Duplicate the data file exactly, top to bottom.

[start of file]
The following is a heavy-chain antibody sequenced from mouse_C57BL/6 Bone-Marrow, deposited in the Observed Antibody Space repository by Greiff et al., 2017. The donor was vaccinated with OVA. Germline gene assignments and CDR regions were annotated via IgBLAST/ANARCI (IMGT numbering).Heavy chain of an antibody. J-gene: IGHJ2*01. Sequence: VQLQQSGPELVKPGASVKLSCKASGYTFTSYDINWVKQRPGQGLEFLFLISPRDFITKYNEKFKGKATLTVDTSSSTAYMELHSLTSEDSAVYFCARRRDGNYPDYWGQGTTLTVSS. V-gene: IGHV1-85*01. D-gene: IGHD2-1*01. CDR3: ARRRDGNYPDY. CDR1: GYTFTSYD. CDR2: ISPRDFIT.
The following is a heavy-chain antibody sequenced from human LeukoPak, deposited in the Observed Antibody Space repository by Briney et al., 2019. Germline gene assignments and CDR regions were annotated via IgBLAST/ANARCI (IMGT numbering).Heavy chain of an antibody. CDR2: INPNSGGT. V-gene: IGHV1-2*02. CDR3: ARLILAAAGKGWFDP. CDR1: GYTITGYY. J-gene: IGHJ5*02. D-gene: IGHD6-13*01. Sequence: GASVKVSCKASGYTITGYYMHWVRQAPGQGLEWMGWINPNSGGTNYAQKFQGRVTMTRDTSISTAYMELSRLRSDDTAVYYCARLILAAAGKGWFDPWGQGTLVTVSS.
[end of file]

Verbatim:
The following is a heavy-chain antibody sequenced from mouse_C57BL/6 Bone-Marrow, deposited in the Observed Antibody Space repository by Greiff et al., 2017. The donor was vaccinated with OVA. Germline gene assignments and CDR regions were annotated via IgBLAST/ANARCI (IMGT numbering).Heavy chain of an antibody. J-gene: IGHJ2*01. Sequence: VQLQQSGPELVKPGASVKLSCKASGYTFTSYDINWVKQRPGQGLEFLFLISPRDFITKYNEKFKGKATLTVDTSSSTAYMELHSLTSEDSAVYFCARRRDGNYPDYWGQGTTLTVSS. V-gene: IGHV1-85*01. D-gene: IGHD2-1*01. CDR3: ARRRDGNYPDY. CDR1: GYTFTSYD. CDR2: ISPRDFIT.
The following is a heavy-chain antibody sequenced from human LeukoPak, deposited in the Observed Antibody Space repository by Briney et al., 2019. Germline gene assignments and CDR regions were annotated via IgBLAST/ANARCI (IMGT numbering).Heavy chain of an antibody. CDR2: INPNSGGT. V-gene: IGHV1-2*02. CDR3: ARLILAAAGKGWFDP. CDR1: GYTITGYY. J-gene: IGHJ5*02. D-gene: IGHD6-13*01. Sequence: GASVKVSCKASGYTITGYYMHWVRQAPGQGLEWMGWINPNSGGTNYAQKFQGRVTMTRDTSISTAYMELSRLRSDDTAVYYCARLILAAAGKGWFDPWGQGTLVTVSS.